Chong Kneas, as you know, is a floating village at the edge of the Tonle Sap Lake. This is where the boat docks if you're arriving from Battambang or Phnom Penh. It's about 20 – 30 minutes from the center of Siem Reap. On the way to the floating village itself, you'll see large paddy fields and stilted houses on both sides of the road. You'll also pass by Phnom Krom hill which has an ancient temple at the top.
It's late October and Cambodians are eagerly anticipating the coming end of a most difficult rainy season. Here on the Tonle Sap, the water has nearly submerged the trees, only the highest branches appear above the waters of this vast inland sea. In the villages, securely hidden behind the mangrove forests, or ‘flooded' forests as they are locally known, the water level has nearly reached the floorboards of the stilted homes that in the dry season would soar six meters above the ground.
A wondrous water world, Tonle Sap Lake is the lifeline for many of Cambodia's people. Hardworking and ever adapting communities line the shores of the Great Lake, earning a living from the abundant fishing and farming, and shaping their livelihood around its natural splendor. The total area of Tonle Sap is a combination of rivers and lake, and has major significance, as it is the largest freshwater Lake in South East Asia, and largest freshwater floodplain in the world.
I'll have to find the old photos to show how the place has changed. Before, it was a menagerie. When you arrive, boat men will come up to you to tout their services and you hop on a boat. There was no jetty like today.
Foong, my friend and I went for a river cruise on the great Tonle Sap in our last evening in Siem Reap. Tonle Sap literally means “large fresh water river” and guess what, it is the largest freshwater lake in Southeast Asia. It is in fact a combined lake and river system in which the mighty Mekong River meets the Tonle Sap. Tonle Sap spans across 9 provinces of Cambodia including Siem Reap.
The amazing lake and river system of the Tonle Sap is unique. This vast lake; the largest in SE Asia, fills with the waters of the Mekong each year,
The Tonle Sap remains relatively small for most of the year, measuring about a meter in depth and covering around 2,700 square kilometers. However, the river that connects to the lake starts to swell during the monsoon season as water that flows from the Mekong river reverses, helping to expand the Tonle Sap up to 16,000 square kilometers with a depth up to 9 metres deep.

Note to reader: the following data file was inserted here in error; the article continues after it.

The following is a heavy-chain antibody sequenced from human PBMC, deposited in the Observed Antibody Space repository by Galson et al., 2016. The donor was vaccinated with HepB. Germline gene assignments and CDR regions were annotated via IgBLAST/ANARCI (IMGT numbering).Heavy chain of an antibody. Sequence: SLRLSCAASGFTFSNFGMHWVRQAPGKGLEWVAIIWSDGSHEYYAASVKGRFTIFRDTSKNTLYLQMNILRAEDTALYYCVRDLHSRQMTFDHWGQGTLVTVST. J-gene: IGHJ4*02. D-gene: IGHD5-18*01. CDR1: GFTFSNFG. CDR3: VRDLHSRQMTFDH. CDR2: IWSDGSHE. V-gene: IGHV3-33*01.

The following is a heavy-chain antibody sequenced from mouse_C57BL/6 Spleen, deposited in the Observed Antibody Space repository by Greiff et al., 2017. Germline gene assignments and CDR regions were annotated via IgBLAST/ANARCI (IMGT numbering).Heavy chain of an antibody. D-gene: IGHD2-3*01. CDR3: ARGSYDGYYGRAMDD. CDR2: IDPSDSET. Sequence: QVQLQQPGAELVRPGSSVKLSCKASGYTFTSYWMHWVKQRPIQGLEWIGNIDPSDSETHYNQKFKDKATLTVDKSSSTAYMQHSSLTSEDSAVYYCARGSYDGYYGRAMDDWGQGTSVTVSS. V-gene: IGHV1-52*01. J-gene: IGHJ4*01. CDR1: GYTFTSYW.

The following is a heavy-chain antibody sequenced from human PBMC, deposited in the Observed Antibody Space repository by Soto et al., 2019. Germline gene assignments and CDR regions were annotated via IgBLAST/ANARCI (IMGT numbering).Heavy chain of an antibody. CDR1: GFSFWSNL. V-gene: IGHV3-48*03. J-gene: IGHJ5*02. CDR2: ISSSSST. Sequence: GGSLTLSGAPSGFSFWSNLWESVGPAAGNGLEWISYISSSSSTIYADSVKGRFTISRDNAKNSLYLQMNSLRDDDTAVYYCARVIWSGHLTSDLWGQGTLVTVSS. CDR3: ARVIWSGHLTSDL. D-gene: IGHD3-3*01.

The Tonle Sap is a very large river, which at one point becomes as wide as a lake. Traveling along this river is an interesting way to reach Siam Reap from Pnomh Penh. While the slow boats take a couple of days to make the journey, it is easy to find fast boats which take only half a day. It is preferable to arm oneself with sunscreen and sit on the top of the boat (which will be overcrowded), to get a better view, more fresh air, and improve your chances of survival should the boat capsize.
The largest lake in Southeast Asia, the Tonle Sap supports huge colonies of waterbirds—storks, ibises, pelicans—and more than a million people who rely on fish from the lake for protein and livelihoods. The Tonle Sap River is unusual because its flow changes direction twice a year. During Cambodia's dry season, from November to May, it drains into the Mekong River at the capital, Phnom Penh.
The remarkable Tonle Sap is a river that becomes a freshwater lake in the centre of Cambodia, the largest in Southeast Asia, and then flows down to join the Mekong River just past Phnom Penh. During the dry season, the river feeds the lake and continues to flow downriver.
We are there during dry season (Early Mar'09) and thus making the trip there even longer as what I was told. We booked our trip (US$14/pax) from Mandalay Inn after hard negotiation. Another way of going there is via tuk-tuk & thereafter buying the boat ticket from the centralised ticketing booth not far after the Pnom Krom Hill temple.
photos on flickr
Among the most interesting features of the river is that monsoon-season rainfall swells the river's volume so greatly that in low-lying Cambodia, one of the Mekong's southernmost tributaries is forced to reverse course against the rushing floodwaters. Beginning in June, the roughly 100-kilometer-long (62 miles) Tonle Sap River will begin to be inundated by the rising waters of the Mekong, and will slowly backtrack and begin filling the Tonle Sap Lake.
WCS has been working alongside the Cambodian government since the late 1990s to conserve the unique ecosystem of the Tonle Sap lake and floodplain, WCS currently supports two conservation projects that are protecting key species in the lake's flooded forest and greater floodplain.